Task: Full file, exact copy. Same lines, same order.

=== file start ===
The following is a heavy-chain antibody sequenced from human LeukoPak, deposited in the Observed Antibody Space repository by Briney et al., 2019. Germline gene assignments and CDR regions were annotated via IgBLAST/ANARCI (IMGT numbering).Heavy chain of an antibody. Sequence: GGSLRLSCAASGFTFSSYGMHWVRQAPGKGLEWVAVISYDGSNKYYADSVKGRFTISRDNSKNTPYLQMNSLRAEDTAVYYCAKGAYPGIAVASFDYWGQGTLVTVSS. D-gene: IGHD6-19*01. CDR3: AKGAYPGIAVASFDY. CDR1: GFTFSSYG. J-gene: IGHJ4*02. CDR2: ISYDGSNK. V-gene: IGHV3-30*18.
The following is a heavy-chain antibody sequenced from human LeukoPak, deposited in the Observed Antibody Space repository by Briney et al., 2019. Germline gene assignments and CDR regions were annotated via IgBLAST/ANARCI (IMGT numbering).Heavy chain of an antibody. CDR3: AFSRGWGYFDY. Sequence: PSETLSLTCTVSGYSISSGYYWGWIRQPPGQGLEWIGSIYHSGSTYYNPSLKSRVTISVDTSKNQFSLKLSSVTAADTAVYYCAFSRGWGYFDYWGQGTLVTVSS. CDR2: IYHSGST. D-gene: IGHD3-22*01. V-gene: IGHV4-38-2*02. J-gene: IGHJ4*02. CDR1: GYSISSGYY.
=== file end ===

The following is a heavy-chain antibody sequenced from human LeukoPak, deposited in the Observed Antibody Space repository by Briney et al., 2019. Germline gene assignments and CDR regions were annotated via IgBLAST/ANARCI (IMGT numbering).Heavy chain of an antibody. Sequence: GGSLRLSCAASGFTFSSYGMHWVRQAPGKGLEWVAVISYDGSNKYYADSVKGRFTISRDNSKNTPYLQMNSLRAEDTAVYYCAKGAYPGIAVASFDYWGQGTLVTVSS. D-gene: IGHD6-19*01. CDR3: AKGAYPGIAVASFDY. CDR1: GFTFSSYG. J-gene: IGHJ4*02. CDR2: ISYDGSNK. V-gene: IGHV3-30*18.
The following is a heavy-chain antibody sequenced from human LeukoPak, deposited in the Observed Antibody Space repository by Briney et al., 2019. Germline gene assignments and CDR regions were annotated via IgBLAST/ANARCI (IMGT numbering).Heavy chain of an antibody. CDR3: AFSRGWGYFDY. Sequence: PSETLSLTCTVSGYSISSGYYWGWIRQPPGQGLEWIGSIYHSGSTYYNPSLKSRVTISVDTSKNQFSLKLSSVTAADTAVYYCAFSRGWGYFDYWGQGTLVTVSS. CDR2: IYHSGST. D-gene: IGHD3-22*01. V-gene: IGHV4-38-2*02. J-gene: IGHJ4*02. CDR1: GYSISSGYY.